Astronomical Spectroscopy: An Introduction to the Atomic and Molecular Physics of Astronomical Spectra

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Imperial College Press, 2005 - Science - 192 pages
Nearly all the information we know about the Universe comes from the study of light as it reaches us. The understanding of this information contained in light requires both telescopes capable of resolving light into its different component colors, as well as detailed knowledge of the quantum mechanical behavior of atoms and molecules. This unique book, which is based on a third-year undergraduate course given by the author at University College London, presents the basic atomic and molecular physics necessary to understand and interpret astronomical spectra. It explains what information can be extracted from these spectra and how. Extensive use is made of contemporary astronomical spectral data to both motivate the study of the underlying atomic physics and to illustrate the results.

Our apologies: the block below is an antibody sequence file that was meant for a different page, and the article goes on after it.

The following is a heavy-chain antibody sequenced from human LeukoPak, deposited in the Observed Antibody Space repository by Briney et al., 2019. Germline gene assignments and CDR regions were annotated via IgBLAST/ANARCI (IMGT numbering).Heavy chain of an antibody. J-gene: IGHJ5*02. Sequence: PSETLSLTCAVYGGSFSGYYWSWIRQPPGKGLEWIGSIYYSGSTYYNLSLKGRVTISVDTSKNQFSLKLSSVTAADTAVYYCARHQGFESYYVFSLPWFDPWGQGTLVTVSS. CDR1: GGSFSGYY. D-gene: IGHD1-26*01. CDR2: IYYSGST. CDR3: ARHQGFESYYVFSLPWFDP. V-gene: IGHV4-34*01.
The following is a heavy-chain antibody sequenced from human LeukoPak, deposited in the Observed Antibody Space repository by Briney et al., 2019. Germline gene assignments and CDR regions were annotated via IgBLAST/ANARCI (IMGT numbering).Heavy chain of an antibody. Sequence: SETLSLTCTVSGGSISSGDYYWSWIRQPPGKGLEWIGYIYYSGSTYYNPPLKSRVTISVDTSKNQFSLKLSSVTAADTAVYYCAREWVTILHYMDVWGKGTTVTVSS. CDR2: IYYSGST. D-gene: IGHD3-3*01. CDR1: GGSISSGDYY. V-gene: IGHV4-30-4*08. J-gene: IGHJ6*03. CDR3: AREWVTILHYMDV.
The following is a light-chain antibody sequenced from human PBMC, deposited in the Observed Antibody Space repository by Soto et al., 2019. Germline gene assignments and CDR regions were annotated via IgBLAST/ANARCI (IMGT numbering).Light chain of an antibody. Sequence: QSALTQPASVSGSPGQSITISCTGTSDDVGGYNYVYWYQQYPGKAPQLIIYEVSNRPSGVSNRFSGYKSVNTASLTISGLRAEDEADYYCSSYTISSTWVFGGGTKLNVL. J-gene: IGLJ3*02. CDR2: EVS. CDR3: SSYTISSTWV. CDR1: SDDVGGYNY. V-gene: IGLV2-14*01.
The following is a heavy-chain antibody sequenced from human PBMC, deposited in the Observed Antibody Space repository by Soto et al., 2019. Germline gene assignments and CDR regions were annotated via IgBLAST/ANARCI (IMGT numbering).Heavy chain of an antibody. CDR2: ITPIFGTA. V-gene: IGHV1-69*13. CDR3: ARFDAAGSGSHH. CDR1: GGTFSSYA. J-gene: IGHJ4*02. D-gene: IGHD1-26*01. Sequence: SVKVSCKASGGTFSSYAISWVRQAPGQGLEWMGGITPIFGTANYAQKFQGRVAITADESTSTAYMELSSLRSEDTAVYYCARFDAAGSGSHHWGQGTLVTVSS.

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User Review  - jamessavik - LibraryThing

All of the information that we have about the universe comes from the study of light. It is astonishing how much that you can discover from looking at the spectra of an astronomical object ... Read full review

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I loved this book. I am currently doing my year 7 assignment on this book and I took up every detail. A great book but I don't think many people my age you enjoy it. Overall I found this book was great I it will be the main reference of my essay.


Why Record Spectra of Astronomical Objects?
The Nature of Spectra
Atomic Hydrogen
Complex Atoms
Helium Spectra
Alkali Atoms
Spectra of Nebulae
Molecular Structure
Molecular Spectra
Solutions to Model Problems
Further Reading and Bibliography

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